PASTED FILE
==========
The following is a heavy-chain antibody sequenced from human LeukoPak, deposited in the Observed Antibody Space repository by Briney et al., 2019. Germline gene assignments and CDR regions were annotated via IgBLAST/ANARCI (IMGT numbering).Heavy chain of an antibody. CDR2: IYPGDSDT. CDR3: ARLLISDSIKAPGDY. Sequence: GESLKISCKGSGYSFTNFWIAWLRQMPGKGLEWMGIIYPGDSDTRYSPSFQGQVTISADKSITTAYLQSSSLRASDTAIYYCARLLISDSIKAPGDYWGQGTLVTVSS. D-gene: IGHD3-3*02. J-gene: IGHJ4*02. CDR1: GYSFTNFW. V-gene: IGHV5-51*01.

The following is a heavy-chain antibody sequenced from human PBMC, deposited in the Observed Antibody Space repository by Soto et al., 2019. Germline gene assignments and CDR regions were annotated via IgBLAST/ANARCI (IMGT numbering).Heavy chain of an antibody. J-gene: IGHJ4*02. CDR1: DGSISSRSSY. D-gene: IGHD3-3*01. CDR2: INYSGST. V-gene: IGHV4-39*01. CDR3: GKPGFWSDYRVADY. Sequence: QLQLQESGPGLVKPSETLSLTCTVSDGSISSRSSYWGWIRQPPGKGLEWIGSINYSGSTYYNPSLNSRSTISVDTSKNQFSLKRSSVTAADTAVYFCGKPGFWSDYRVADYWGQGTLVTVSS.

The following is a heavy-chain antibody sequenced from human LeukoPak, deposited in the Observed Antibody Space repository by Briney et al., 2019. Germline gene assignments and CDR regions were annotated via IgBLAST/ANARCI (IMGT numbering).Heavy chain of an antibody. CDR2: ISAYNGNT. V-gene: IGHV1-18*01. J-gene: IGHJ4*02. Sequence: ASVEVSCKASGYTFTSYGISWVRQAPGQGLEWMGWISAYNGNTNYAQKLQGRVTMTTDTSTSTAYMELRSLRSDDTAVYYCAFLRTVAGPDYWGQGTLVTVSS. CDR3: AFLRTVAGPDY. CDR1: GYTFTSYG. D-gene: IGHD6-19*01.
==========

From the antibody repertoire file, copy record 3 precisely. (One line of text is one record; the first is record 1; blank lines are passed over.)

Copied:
The following is a heavy-chain antibody sequenced from human LeukoPak, deposited in the Observed Antibody Space repository by Briney et al., 2019. Germline gene assignments and CDR regions were annotated via IgBLAST/ANARCI (IMGT numbering).Heavy chain of an antibody. CDR2: ISAYNGNT. V-gene: IGHV1-18*01. J-gene: IGHJ4*02. Sequence: ASVEVSCKASGYTFTSYGISWVRQAPGQGLEWMGWISAYNGNTNYAQKLQGRVTMTTDTSTSTAYMELRSLRSDDTAVYYCAFLRTVAGPDYWGQGTLVTVSS. CDR3: AFLRTVAGPDY. CDR1: GYTFTSYG. D-gene: IGHD6-19*01.